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University of Alaska Fairbanks Researchers Use Big Data to Better Understand Ice Melt

By Rod Boyce and Kimberly Mann Bruch

Last year, the National Science Foundation established five Harnessing the Data Revolution institutes, each with a specific focus. The West Hub recently had a chance to learn more about the Institute for Harnessing Data and Model Revolution in the Polar Regions and particularly the work of University of Alaska Fairbanks (USF) Geophysical Institute Research Associate Professor Andy Aschwanden, a glaciologist and climate scientist, who works in conjunction with the iHARP project led by the University of Maryland Baltimore County.

Aschwanden, who uses computer models to study glaciers and ice sheets, has been collaborating with UAF Geophysical Institute researcher Mark Fahnestock, an expert in satellite observations, to utilize big data to better understand melting glaciers in Alaska and beyond.

“The more data we as researchers have and need, the more important the intersection between the researchers and data scientists becomes,” Aschwanden said. “A big part of this institute is having the data science people help us make the data more useful and more easily accessible.”

Within the polar-focused institute, Aschwanden is co-leading a focus group working to improve computer modeling to better predict the extent of melting of the Earth’s ice sheets. Rapidly melting ice sheets contribute to sea level increase.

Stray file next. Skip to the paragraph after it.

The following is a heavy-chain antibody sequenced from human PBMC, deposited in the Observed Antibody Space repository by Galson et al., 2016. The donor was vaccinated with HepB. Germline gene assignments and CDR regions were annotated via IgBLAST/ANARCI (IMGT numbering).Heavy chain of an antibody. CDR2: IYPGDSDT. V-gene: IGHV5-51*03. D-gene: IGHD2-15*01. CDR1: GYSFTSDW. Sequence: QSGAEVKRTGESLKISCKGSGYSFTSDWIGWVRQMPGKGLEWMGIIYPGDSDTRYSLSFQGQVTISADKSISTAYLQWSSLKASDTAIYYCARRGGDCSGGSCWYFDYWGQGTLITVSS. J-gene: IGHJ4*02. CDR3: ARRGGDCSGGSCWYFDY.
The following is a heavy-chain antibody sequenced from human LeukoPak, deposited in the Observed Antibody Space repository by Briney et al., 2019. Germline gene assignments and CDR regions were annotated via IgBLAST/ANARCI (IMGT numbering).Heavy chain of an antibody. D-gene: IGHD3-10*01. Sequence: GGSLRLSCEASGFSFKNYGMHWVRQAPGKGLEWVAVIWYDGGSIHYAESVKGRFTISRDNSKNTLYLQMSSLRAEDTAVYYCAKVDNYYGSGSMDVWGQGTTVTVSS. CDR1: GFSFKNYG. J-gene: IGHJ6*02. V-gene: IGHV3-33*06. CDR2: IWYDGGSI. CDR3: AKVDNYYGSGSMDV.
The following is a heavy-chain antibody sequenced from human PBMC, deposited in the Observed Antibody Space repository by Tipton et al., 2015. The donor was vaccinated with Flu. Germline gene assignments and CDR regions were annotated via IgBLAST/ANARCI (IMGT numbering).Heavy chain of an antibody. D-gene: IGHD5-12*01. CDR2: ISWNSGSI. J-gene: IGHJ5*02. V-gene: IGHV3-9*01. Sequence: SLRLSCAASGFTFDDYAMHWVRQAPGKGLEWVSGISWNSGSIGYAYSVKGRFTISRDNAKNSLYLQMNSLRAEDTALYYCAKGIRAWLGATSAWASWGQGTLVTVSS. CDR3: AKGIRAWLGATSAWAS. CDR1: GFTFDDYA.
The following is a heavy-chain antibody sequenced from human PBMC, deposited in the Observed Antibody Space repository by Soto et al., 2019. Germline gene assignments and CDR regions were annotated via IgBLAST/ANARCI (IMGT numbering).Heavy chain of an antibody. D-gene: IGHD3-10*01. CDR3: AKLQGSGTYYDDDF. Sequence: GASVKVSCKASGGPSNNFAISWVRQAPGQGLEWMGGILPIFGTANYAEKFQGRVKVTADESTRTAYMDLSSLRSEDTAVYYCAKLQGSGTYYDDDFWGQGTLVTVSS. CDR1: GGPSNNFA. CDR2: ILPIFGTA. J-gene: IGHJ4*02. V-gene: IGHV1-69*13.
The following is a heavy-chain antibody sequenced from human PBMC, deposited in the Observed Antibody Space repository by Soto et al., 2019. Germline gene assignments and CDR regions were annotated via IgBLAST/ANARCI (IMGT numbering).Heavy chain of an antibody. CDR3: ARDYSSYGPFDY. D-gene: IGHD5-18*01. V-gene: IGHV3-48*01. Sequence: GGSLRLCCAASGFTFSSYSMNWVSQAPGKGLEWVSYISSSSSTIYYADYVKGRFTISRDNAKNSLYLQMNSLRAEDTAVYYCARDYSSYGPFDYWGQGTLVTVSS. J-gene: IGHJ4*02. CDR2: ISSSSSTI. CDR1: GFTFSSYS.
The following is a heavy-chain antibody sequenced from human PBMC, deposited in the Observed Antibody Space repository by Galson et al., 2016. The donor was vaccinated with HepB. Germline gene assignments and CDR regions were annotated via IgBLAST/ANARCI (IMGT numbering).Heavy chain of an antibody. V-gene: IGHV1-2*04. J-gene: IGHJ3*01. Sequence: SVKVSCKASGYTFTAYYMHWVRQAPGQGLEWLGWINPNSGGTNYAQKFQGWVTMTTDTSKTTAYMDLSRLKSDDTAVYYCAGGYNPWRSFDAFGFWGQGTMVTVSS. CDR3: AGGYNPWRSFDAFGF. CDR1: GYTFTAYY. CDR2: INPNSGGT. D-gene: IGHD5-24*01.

“Glaciology or polar science was a data-starved field 20 years ago,” Aschwanden said. “We didn't have observations. We barely even knew how our ice sheets were changing.”

The explosion in satellite data as computers have become increasingly powerful means researchers need help from data scientists to avoid becoming bogged down in time-consuming data acquisition and preparation. Data isn’t presented in a uniform way among researchers and can include “noise,” or data not germane to research.

“We are not data scientists,” Aschwanden said. “And they are not glaciologists or climatologists. We all have our specialty.”

To learn more about Aschwanden’s work, refer to his website.

Photo Credit: Sean Tevebaugh, University of Alaska Fairbanks


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